The Canadian-made Lexus RX remains the best-selling luxury SUV in North America – not bad going for a vehicle that’s been on sale five years in its current generation. Lexus is keeping things fresh with this new, F Sport-based Black Line limited edition: a package of cosmetic and equipment upgrades that replaces the chrome trim with black accents for a more sinister look.
For the 2021 model year, the RX gets blind spot monitor and rear cross-traffic alert systems as standard across all grades. Power-folding, auto-dim mirrors also become standard and a wireless phone charger is now available as an option.
2021 Lexus RX Black Line pricing
The MSRP for the RX 350 Black Line, as tested here, is US$50,635 or C$65,000. The hybrid RX 450h Black Line (US-only) is US$51,885.
In Canada, the Lexus RX range runs from the C$56,150, gas-only RX 350 to the seven-seat, hybrid RX 450hL (C$76,200). All models come with AWD. In the US, the base model is the FWD RX 350 (US$45,070). The most expensive are the RX 450hL or RX450H F Sport: both are AWD-only and have MSRPs of just over US$51,000.
You know what the latest RX looks like by now, but there’s no doubt that the Black Line package is a striking option. The only available exterior colours are Ultra White (as on our test vehicle) or a new shade of blue called Grecian Water. The prominent black stripe on the side is the most literal interpretation of the Black Line concept but other cosmetic changes are 20in darkened wheel rims and locks, and a black grille surround. These come in addition to the F Sport RX’s black mirror caps and sportier front and rear bumpers.
Lexus RX Black Line interior and equipment
Inside, the Black Line package builds on the F Sport trim. Most notable are the black ‘Nuluxe’ leather seats with white trim and blue stitching; the latter turns up again on the Black Line floormats, cargo mat and key glove. The package also encompasses F Sport interior options like a perforated, leather-wrapped shift knob, scored aluminum trim and aluminum pedals.
The bold combination of black and white won’t be to everyone’s taste, but we liked it for being different to the usual all-black or black/brown options favoured by most manufacturers, and the blue stitching looks classy. The seats are comfortable, and the interior is put together with the high-quality materials and rock-solid build quality that you’d expect from a Lexus. There’s no rear-seat heating in this grade, unfortunately.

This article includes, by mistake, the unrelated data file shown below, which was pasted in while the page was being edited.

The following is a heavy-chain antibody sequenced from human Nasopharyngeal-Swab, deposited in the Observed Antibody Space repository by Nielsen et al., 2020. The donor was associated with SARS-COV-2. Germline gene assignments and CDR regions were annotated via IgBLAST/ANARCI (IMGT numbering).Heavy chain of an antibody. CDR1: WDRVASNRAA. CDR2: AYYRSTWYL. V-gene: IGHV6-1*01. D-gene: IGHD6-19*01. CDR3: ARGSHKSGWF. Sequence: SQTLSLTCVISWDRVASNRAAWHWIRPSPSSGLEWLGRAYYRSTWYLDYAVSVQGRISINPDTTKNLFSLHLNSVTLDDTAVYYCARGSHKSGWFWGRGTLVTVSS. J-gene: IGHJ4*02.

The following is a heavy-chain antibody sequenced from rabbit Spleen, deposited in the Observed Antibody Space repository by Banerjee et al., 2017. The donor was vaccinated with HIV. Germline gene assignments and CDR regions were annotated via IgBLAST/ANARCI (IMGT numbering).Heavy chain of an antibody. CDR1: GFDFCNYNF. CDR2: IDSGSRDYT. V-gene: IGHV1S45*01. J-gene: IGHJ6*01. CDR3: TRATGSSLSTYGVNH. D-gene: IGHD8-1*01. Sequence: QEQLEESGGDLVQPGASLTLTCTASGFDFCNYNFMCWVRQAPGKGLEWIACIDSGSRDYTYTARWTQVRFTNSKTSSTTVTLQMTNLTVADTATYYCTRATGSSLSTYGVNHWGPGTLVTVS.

A prominent interior feature is the 12.3in touchscreen, which as you’d expect has built-in Android Auto and Apple CarPlay connectivity. It can also be operated from a central touchpad between the seats; this works better than the similar Honda/Acura technology, just about, but we remain unconvinced that remote touchpads are the future of infotainment controls.
The final element of the Black Line package is a customized, two-piece set of black Zero Halliburton travel cases: a 22in carry-on and a 26in medium travel case. This ‘Edge Lightweight Collection for Lexus’ luggage boasts a Lexus grille motif on the interior lining and a Lexus-embossed leather logo badge. We haven’t seen the cases so can’t comment on the quality; they’re sent to customers after they purchase a Black Line vehicle.
Lexus remains better known for relaxed, hushed progress than for a sporty drive, and that remains the case here, even on those big, 20in rims and with passive ‘performance’ dampers in place of the adaptive suspension found in the regular F Sport package. There’s an underlying firmness but thankfully the ride is never hard. Our tester had Bridgestone Blizzak DM-V2 winter tires that felt fine in slushy conditions; check out our winter-tire roundup for more on these essential safety items.
In non-hybrid form, the RX is not an economical vehicle, despite its love of switching to an inappropriately named Eco mode whenever possible. Using it around town over the course of a week delivered a painful 14.5L/100km (16mpg) from the 295-HP V6, well short of the official city driving figure of 12.2L/100km (19mpg).
That wouldn’t be so bad if the RX 350 were a rocket ship, but it isn’t, for all the sporting pretensions. The power delivery is pretty leisurely: seemingly that Lexus DNA of smooth, relaxed progress is deeply ingrained. It’s not at all unpleasant, it just doesn’t match up to the F Sport billing.
Takeaway: is the Lexus Black Line worth it?
With just 750 RX 350 Black Lines made available for sale in the US and 300 in Canada, this special edition will maintain its exclusivity. We like the design makeover, inside and out, but don’t expect it to magically transform the RX from cruiser to bruiser. The hybrid makes much more sense in the context of this SUV’s relaxed personality but just 250 RX 450h Black Lines will be sold in the States, none in Canada, so only very few buyers will be able to combine this appealing new package with hybrid power.
- Striking exterior and interior makeover
- Still a comfortable ride
- Performance doesn’t match looks
- Disappointing fuel economy
- No hybrid Black Line in Canada